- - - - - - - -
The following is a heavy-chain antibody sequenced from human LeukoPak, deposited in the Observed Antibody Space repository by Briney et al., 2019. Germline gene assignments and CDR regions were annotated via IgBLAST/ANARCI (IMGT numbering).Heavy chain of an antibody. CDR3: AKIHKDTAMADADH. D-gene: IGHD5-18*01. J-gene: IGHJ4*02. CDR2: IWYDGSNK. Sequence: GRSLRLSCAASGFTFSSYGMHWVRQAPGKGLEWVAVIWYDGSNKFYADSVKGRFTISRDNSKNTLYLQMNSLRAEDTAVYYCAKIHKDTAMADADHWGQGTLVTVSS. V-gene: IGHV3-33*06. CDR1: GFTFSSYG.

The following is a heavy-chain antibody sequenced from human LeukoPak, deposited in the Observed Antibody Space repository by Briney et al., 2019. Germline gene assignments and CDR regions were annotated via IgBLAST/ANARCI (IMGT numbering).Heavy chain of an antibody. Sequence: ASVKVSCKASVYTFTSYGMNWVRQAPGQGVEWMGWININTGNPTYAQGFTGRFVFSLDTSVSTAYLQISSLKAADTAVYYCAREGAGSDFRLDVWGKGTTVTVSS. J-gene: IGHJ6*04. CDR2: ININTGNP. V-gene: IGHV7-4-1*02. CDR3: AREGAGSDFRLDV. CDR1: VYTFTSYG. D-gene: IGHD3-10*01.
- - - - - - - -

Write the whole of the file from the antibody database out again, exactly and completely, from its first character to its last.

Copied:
The following is a heavy-chain antibody sequenced from human LeukoPak, deposited in the Observed Antibody Space repository by Briney et al., 2019. Germline gene assignments and CDR regions were annotated via IgBLAST/ANARCI (IMGT numbering).Heavy chain of an antibody. CDR3: AKIHKDTAMADADH. D-gene: IGHD5-18*01. J-gene: IGHJ4*02. CDR2: IWYDGSNK. Sequence: GRSLRLSCAASGFTFSSYGMHWVRQAPGKGLEWVAVIWYDGSNKFYADSVKGRFTISRDNSKNTLYLQMNSLRAEDTAVYYCAKIHKDTAMADADHWGQGTLVTVSS. V-gene: IGHV3-33*06. CDR1: GFTFSSYG.

The following is a heavy-chain antibody sequenced from human LeukoPak, deposited in the Observed Antibody Space repository by Briney et al., 2019. Germline gene assignments and CDR regions were annotated via IgBLAST/ANARCI (IMGT numbering).Heavy chain of an antibody. Sequence: ASVKVSCKASVYTFTSYGMNWVRQAPGQGVEWMGWININTGNPTYAQGFTGRFVFSLDTSVSTAYLQISSLKAADTAVYYCAREGAGSDFRLDVWGKGTTVTVSS. J-gene: IGHJ6*04. CDR2: ININTGNP. V-gene: IGHV7-4-1*02. CDR3: AREGAGSDFRLDV. CDR1: VYTFTSYG. D-gene: IGHD3-10*01.